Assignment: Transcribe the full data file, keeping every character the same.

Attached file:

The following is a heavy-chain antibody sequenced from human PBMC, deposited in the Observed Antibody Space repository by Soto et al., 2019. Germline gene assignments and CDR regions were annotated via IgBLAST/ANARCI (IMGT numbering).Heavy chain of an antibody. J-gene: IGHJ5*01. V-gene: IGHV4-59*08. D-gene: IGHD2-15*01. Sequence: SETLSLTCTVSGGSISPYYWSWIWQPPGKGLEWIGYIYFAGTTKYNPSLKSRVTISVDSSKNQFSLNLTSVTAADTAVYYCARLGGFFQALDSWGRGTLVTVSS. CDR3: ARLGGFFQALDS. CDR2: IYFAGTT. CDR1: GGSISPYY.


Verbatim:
The following is a heavy-chain antibody sequenced from human PBMC, deposited in the Observed Antibody Space repository by Soto et al., 2019. Germline gene assignments and CDR regions were annotated via IgBLAST/ANARCI (IMGT numbering).Heavy chain of an antibody. J-gene: IGHJ5*01. V-gene: IGHV4-59*08. D-gene: IGHD2-15*01. Sequence: SETLSLTCTVSGGSISPYYWSWIWQPPGKGLEWIGYIYFAGTTKYNPSLKSRVTISVDSSKNQFSLNLTSVTAADTAVYYCARLGGFFQALDSWGRGTLVTVSS. CDR3: ARLGGFFQALDS. CDR2: IYFAGTT. CDR1: GGSISPYY.